HUD Secretary Holds Press Conference For HBCU Students – The Famuan
U.S. Housing and Urban Development (HUD) Secretary Marcia Fudge held a press briefing via Zoom on Wednesday with student journalists attending HBCUs.
There was a representative from over 30 schools on the briefing, and each student prepared a question related to HUD and its plans for 2022. Despite technical issues in the first 10 minutes, Fudge was able to answer many questions about fair housing, the homelessness crisis and how HBCU students can help make a difference in our communities. Fudge says these conversations are crucial because it’s the young people who will “save the community.”
“I’m so happy to be able to have these conversations with you because it’s important that you stay in the fight, ask the question, write and talk about what you think is important. If you don’t, no one will hear us,” Fudge said.
Fudge spoke about the plans HUD and the Biden-Harris administration have already been able to implement. She talked about the money and resources that have gone into addressing housing and development issues that we see in the United States, such as the program called House America. Nearly 70 cities have agreed to help end homelessness. Cities have pledged to provide 20,000 new homes by the end of this year for people who are homeless or at risk of becoming homeless.
“It’s unfortunate that we have young people who go to school and don’t know if they are going to eat or sleep. But we have resources available,” Fudge said. “So reach out to your community… take on this challenge yourselves to at least raise the issue. Because if we don’t talk about it, we can’t fix it.
She also spoke about the $46 billion federal housing assistance program to help those at risk of being evicted from their homes. This program has now become a cause for concern because the money is being distributed so quickly to states in need that many are running out of money, putting millions of renters at risk. Fudge says to combat this growing problem, resources are being shifted and the program is being reassessed.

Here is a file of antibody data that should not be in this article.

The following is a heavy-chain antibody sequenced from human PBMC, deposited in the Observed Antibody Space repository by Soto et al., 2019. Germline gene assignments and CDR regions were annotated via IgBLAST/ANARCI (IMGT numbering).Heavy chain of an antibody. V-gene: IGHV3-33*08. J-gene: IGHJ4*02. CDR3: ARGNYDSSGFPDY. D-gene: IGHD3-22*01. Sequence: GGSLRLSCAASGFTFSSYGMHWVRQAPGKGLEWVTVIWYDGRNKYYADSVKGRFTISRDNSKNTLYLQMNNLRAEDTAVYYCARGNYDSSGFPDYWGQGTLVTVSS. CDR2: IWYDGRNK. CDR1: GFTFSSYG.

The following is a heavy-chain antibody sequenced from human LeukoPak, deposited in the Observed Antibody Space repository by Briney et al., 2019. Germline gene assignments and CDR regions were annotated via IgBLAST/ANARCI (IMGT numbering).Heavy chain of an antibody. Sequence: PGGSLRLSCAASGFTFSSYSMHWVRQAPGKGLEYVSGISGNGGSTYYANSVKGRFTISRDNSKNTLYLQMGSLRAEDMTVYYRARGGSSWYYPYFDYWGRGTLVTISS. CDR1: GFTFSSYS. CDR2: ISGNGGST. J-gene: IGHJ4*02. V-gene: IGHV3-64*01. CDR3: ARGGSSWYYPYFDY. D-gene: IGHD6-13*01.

“I think you’re going to start to see that the problem isn’t going to be that bad, but I think you also have to understand that evictions were high in some communities before the pandemic. We just blocked them for a while,” Fudge said. “But the problem won’t be as bad as it might have been had we not provided the nearly $46 billion in rental assistance.”
As the government continues to work on existing programs, it is actively looking for ways to get the word out about the seriousness of the current homelessness situation in this country. At the start of 2020, approximately 580,000 people were homeless, according to HUD’s annual homelessness assessment report. The growing problem prompted a point-in-time count Wednesday night as Fudge and volunteers across the country came out and counted the number of homeless people in their communities.
“I think people would be shocked that most people who live on the streets today don’t live there because they’re mentally ill or on drugs,” Fudge said. “Most would say it’s the economy. They cannot afford to live in an apartment in most major cities in this country.
Fudge left students with words on how to make a change where it matters. She shared her philosophy and encouraged participants to always help those who need it most. Asked about her goals for this year towards the end of the briefing, she said all she cares about is helping others.
“I want people to stay housed and not sleep rough as these numbers become more and more families with children and elderly people. I want to do so much,” Fudge said. “I don’t know if I can do everything, but my goals are the same. It’s just to take care of people, people who need us. So that’s what I get up every day to do.